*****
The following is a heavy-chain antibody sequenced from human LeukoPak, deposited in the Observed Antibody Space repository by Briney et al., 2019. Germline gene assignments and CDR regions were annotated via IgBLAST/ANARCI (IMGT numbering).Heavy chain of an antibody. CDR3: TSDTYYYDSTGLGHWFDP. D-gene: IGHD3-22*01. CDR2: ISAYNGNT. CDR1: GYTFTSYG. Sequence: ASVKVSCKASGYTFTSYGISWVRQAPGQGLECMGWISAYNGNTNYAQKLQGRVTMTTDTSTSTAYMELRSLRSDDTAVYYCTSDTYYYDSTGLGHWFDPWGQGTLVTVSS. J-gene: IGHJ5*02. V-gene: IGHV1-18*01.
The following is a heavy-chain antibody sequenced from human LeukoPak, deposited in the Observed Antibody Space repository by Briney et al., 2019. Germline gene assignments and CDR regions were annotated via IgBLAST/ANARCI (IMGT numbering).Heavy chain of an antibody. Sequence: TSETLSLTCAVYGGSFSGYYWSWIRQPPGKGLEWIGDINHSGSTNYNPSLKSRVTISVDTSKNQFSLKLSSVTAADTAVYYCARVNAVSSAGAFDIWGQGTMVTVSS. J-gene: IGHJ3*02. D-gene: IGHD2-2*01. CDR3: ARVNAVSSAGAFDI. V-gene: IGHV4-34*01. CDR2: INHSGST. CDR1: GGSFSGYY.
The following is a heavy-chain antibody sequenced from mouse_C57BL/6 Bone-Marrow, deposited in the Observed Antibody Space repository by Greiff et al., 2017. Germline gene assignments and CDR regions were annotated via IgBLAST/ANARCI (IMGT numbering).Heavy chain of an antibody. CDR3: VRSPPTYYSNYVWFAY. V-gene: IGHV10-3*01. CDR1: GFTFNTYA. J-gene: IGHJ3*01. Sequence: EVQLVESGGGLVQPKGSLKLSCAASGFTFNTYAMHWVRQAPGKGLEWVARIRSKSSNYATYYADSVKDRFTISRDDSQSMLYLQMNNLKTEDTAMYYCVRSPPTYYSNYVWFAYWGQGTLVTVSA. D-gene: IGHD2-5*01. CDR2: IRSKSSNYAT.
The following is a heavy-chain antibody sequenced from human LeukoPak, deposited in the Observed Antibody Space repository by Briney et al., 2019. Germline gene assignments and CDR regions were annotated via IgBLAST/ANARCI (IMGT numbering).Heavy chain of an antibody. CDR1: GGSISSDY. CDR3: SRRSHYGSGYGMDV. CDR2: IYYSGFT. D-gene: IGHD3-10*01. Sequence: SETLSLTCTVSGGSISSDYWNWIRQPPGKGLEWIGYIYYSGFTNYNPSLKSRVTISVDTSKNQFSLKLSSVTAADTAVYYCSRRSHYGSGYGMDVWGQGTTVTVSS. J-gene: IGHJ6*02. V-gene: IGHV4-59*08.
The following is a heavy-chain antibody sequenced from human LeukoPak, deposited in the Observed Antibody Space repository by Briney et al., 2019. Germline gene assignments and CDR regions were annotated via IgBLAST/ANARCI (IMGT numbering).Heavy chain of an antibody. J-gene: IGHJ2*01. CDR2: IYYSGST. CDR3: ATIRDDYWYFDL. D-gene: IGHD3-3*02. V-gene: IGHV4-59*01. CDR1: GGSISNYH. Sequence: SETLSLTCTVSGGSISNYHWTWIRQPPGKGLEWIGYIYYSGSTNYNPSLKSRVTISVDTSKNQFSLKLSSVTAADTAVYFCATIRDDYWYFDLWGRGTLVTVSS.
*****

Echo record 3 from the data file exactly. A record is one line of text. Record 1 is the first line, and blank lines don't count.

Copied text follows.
The following is a heavy-chain antibody sequenced from mouse_C57BL/6 Bone-Marrow, deposited in the Observed Antibody Space repository by Greiff et al., 2017. Germline gene assignments and CDR regions were annotated via IgBLAST/ANARCI (IMGT numbering).Heavy chain of an antibody. CDR3: VRSPPTYYSNYVWFAY. V-gene: IGHV10-3*01. CDR1: GFTFNTYA. J-gene: IGHJ3*01. Sequence: EVQLVESGGGLVQPKGSLKLSCAASGFTFNTYAMHWVRQAPGKGLEWVARIRSKSSNYATYYADSVKDRFTISRDDSQSMLYLQMNNLKTEDTAMYYCVRSPPTYYSNYVWFAYWGQGTLVTVSA. D-gene: IGHD2-5*01. CDR2: IRSKSSNYAT.